Can I weld?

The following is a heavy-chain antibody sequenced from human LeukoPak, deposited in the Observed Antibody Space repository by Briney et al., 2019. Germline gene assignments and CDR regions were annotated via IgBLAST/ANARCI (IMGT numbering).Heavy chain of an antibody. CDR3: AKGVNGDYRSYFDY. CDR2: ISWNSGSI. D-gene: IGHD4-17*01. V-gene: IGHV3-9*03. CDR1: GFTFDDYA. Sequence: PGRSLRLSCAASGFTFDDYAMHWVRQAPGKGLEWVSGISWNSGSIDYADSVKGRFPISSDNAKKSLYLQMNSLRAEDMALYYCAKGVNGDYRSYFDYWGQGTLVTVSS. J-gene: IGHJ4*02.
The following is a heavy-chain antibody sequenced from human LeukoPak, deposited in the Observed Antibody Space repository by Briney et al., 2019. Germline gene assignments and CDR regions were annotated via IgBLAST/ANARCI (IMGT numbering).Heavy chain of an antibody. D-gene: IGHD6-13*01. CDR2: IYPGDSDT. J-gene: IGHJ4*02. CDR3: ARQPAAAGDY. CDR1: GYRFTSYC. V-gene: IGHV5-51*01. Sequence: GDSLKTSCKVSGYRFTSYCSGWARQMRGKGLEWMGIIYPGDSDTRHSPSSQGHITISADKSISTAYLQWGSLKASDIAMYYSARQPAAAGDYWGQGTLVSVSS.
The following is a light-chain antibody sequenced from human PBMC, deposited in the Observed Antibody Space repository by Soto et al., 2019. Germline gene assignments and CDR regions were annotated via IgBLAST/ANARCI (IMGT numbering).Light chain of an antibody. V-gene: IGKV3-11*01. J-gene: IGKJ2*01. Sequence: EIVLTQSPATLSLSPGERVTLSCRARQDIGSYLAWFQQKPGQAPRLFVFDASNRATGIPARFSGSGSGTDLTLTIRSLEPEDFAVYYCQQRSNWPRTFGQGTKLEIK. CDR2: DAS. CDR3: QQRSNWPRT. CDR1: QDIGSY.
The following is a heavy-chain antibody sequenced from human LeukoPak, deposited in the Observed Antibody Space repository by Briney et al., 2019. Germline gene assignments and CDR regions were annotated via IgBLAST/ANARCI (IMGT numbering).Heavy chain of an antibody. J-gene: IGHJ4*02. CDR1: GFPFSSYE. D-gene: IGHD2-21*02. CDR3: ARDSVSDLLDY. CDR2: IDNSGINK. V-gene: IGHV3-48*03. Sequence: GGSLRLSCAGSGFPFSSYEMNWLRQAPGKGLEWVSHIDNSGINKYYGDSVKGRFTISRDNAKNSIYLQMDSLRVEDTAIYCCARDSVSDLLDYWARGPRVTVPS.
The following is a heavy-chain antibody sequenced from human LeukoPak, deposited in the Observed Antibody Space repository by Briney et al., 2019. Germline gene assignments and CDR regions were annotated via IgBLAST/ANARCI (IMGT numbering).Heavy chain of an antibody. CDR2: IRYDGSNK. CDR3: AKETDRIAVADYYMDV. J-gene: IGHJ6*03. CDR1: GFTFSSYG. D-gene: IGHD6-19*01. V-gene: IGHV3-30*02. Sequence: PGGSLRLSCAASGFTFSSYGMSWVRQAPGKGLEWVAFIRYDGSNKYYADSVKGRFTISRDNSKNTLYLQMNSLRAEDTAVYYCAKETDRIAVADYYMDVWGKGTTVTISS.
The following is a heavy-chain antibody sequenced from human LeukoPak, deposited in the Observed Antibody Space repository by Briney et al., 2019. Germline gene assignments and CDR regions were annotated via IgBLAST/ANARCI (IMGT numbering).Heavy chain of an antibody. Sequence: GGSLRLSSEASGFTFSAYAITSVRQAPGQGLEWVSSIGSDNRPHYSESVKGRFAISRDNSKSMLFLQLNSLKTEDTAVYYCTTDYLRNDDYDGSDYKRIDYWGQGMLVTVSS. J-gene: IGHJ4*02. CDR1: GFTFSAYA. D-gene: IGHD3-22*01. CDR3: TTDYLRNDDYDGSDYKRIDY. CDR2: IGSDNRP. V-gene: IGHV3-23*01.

Welding with currents above 160 amps may temporarily affect normal ICD function. Check with your doctor. They might not know much about welding, but they can talk to you about interference with your ICD. Note: Aprons or vests will not effectively shield the ICD from the electromagnetic energy generated by welding equipment.   Follow these safety precautions to avoid interference:   Limit welding to currents less than 160 amps. Work in a dry area, and wear dry gloves and shoes. Maintain a 2-foot distance between the welding arc and your ICD. Place the welding unit approximately 5 feet away from the work area. Keep the welding cables close together and as far away from your heart device as possible. Connect the ground clamp to the metal as close to the point of welding as possible. Arrange the work so the handle and rod will not contact the metal being welded if they are accidentally dropped. Wait several seconds between attempts when having difficulty starting a weld. Work in an area that offers firm footing and plenty of room for movement. Work with an informed person who understands these suggestions. Immediately stop welding and step away from the area if you start feeling lightheaded, dizzy, or you believe your ICD has delivered a shock.